My friend Debby turned fifty this year. To celebrate her birthday, six of us traveled to Alaska. Why would we want to go to Alaska in the winter time and freeze some might wonder? Well, after this year, the Northern Lights are forecasted to be less frequent and less vibrant for the next decade!!
Our group traveled from Colorado, Texas and Arizona to Anchorage, for a short overnight stop. We crashed at the Comfort Inn near the train station, checked out the blocks of snow that were prepared for a snow carving competition and then headed back to the airport for a short flight to Fairbanks the following morning.
Once in Fairbanks, we stopped for lunch. Our first two choices were closed on Mondays, so we finally picked out the Chowder House. It looked like a cute, local spot for lunch. I’d recommend the halibut, corn chowder instead of the clam chowder that tasted like it came from a can.
A Taste of Alaska
After lunch, we drove outside of town to A Taste of Alaska Lodge. The lodge was decorated with a variety of quilts and collections of just about everything! After we checked in, we walked down the snowy hill and followed the trail through the woods to a dog-sledding operation. Here we broke into pairs and hopped into three sleds pulled by 12 dogs each. The musher led us around a twenty minute course through open space and trees. During our twenty minute ride, Dom and I learned all about the Iditarod as our musher had run the 1,000 mile race a few years ago.
For dinner, we enjoyed a home cooked meal at the lodge by the owner. A few of us picked halibut, while the rest picked salmon. The meal was fresh and simple, and likely what we needed given our plans for the following day. We signed up for a bus tour to the arctic circle that was to last 17 hours from 10am-3am with no places to stop to eat, thus snacks were our option.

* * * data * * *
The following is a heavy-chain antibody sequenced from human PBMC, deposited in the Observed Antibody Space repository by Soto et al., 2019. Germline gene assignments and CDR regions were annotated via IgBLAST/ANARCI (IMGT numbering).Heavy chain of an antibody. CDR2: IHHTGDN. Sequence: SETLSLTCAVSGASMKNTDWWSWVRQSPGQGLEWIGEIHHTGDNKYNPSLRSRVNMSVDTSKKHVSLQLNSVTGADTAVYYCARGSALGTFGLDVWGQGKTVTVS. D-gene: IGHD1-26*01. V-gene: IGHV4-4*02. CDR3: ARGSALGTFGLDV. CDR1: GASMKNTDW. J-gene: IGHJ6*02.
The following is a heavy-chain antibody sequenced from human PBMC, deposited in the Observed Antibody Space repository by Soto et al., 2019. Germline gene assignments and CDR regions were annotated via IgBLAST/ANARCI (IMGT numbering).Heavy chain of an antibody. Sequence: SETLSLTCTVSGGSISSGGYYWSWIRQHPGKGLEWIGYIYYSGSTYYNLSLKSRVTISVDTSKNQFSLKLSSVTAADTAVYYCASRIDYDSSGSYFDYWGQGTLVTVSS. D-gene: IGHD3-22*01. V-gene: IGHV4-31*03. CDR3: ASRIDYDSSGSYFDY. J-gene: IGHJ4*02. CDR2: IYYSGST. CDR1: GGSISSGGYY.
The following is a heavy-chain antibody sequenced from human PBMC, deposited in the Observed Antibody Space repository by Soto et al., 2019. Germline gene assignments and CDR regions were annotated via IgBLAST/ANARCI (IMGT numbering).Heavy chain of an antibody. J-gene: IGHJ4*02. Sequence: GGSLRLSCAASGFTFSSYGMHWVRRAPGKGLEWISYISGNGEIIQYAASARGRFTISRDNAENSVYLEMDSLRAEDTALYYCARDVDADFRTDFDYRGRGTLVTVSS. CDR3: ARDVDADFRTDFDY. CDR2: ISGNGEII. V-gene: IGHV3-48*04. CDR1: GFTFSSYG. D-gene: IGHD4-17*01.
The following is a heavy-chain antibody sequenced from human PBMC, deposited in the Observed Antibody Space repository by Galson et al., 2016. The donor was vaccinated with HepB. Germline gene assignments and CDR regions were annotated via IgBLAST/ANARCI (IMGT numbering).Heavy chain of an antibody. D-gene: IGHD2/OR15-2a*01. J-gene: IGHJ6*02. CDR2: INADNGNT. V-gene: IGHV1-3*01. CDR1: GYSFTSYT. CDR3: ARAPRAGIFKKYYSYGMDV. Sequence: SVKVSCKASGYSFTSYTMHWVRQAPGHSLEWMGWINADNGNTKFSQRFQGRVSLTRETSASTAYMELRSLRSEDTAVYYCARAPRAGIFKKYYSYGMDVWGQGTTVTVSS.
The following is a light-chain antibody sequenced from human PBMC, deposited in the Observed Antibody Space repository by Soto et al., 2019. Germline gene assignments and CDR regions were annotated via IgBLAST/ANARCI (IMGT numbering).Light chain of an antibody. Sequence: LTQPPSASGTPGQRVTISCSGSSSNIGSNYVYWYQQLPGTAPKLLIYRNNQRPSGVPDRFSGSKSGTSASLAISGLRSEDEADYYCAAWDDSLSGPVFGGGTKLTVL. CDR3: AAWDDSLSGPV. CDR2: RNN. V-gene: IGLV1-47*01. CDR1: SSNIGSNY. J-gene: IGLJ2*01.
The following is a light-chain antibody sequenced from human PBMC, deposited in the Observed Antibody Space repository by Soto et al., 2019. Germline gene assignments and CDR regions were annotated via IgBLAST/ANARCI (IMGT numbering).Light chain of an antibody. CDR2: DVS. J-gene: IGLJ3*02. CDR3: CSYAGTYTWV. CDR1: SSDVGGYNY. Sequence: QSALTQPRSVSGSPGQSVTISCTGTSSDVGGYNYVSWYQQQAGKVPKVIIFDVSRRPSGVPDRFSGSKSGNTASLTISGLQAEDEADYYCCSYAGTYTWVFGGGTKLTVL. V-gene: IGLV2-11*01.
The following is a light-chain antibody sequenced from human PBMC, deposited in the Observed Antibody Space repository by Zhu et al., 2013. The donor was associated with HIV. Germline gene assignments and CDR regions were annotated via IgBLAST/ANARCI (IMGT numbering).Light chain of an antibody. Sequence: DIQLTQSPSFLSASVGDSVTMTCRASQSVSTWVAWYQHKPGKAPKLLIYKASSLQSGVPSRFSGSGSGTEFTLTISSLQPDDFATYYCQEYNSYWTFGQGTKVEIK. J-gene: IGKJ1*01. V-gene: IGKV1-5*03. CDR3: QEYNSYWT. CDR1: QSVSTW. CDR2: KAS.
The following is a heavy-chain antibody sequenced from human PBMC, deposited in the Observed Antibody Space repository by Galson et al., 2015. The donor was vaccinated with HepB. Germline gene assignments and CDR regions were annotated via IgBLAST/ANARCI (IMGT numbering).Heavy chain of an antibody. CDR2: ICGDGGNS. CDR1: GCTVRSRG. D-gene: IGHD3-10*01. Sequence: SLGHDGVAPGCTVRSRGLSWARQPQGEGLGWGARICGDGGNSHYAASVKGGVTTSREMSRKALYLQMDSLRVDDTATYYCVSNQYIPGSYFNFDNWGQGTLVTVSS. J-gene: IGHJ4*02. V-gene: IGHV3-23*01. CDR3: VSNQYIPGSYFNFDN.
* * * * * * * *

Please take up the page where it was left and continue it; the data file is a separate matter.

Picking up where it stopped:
The next morning, we loaded up on junk along with a sandwich and a few pieces of fruit. Our tour guide was an older gentleman named Joe. He started out the tour talking about permafrost, a condition where the land is frozen for two years or more. He continued talking a while more and then remarked, “Don’t worry, I won’t talk the whole time.” We all felt a little relieved as he was a chatter box. Soon we figured out this meant he wouldn’t be talking when Tiffany took over the tour at 11pm! For the next 13 hours, we learned everything there is to know about permafrost, the pipeline, the Yukon River, the arctic circle and more. He was very keen on guessing the temperature as we traveled along the famous Dalton Highway with the ice truckers. Eventually, we all picked a word that he repeated often, and took a bet on whose word was used the most. I think “Yukon” won. It was a very entertaining game!
The Dalton Highway
So on our tour, we made a handful of stops before we reached the arctic circle. Our first stop was for a pit-stop at the Wildwood General Store. This is where we were returning later to see the Northern Lights. We carried on to the Dalton Highway sign. The Dalton Highway was built for the Alaskan Pipeline and is famous for all the ice truckers that travel the road. According to Joe, the truckers go faster uphill than downhill, and they go faster on their return when they are not carrying any goods. He got on the CB with them to coordinate passing one another. “Breaker one-nine…the tour bus is ready to pass on the left!”